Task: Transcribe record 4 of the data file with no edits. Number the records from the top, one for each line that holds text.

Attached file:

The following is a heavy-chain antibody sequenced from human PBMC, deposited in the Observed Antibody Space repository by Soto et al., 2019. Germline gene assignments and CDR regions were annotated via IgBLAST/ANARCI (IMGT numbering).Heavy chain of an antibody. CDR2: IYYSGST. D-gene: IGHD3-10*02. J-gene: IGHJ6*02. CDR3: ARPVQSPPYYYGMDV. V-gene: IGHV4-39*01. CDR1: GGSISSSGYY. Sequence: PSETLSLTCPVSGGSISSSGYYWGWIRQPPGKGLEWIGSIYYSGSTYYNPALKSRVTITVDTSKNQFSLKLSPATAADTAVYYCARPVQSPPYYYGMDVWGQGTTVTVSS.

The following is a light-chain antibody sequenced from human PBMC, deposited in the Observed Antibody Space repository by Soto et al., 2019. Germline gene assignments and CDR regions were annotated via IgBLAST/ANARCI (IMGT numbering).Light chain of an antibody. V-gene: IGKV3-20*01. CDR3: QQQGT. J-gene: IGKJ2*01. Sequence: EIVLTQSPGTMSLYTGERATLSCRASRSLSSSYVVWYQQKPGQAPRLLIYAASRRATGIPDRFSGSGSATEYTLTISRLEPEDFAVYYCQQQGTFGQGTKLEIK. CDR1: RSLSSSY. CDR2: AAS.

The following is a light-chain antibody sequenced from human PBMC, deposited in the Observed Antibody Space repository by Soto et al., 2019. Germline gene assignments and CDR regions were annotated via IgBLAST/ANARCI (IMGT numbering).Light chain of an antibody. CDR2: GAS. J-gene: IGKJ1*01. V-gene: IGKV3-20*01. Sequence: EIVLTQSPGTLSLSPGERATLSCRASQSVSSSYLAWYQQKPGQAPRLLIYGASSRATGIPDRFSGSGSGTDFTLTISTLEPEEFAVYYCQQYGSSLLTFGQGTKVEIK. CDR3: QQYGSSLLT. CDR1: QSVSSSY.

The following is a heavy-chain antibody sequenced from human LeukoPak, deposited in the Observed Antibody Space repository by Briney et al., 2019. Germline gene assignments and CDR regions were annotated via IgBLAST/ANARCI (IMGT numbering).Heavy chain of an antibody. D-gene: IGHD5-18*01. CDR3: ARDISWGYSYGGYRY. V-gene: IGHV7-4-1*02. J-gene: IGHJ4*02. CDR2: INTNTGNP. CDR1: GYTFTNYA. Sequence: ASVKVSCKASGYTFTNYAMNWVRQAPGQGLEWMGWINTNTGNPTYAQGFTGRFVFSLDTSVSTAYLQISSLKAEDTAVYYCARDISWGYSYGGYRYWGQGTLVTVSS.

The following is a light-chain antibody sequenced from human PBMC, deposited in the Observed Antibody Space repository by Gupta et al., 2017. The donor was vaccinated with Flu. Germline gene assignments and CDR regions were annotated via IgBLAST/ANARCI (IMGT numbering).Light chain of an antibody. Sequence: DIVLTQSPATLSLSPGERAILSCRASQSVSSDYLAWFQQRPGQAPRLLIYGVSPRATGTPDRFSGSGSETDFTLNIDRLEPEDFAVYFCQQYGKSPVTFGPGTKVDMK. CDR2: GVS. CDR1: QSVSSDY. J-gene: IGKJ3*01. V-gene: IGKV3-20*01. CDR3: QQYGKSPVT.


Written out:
The following is a heavy-chain antibody sequenced from human LeukoPak, deposited in the Observed Antibody Space repository by Briney et al., 2019. Germline gene assignments and CDR regions were annotated via IgBLAST/ANARCI (IMGT numbering).Heavy chain of an antibody. D-gene: IGHD5-18*01. CDR3: ARDISWGYSYGGYRY. V-gene: IGHV7-4-1*02. J-gene: IGHJ4*02. CDR2: INTNTGNP. CDR1: GYTFTNYA. Sequence: ASVKVSCKASGYTFTNYAMNWVRQAPGQGLEWMGWINTNTGNPTYAQGFTGRFVFSLDTSVSTAYLQISSLKAEDTAVYYCARDISWGYSYGGYRYWGQGTLVTVSS.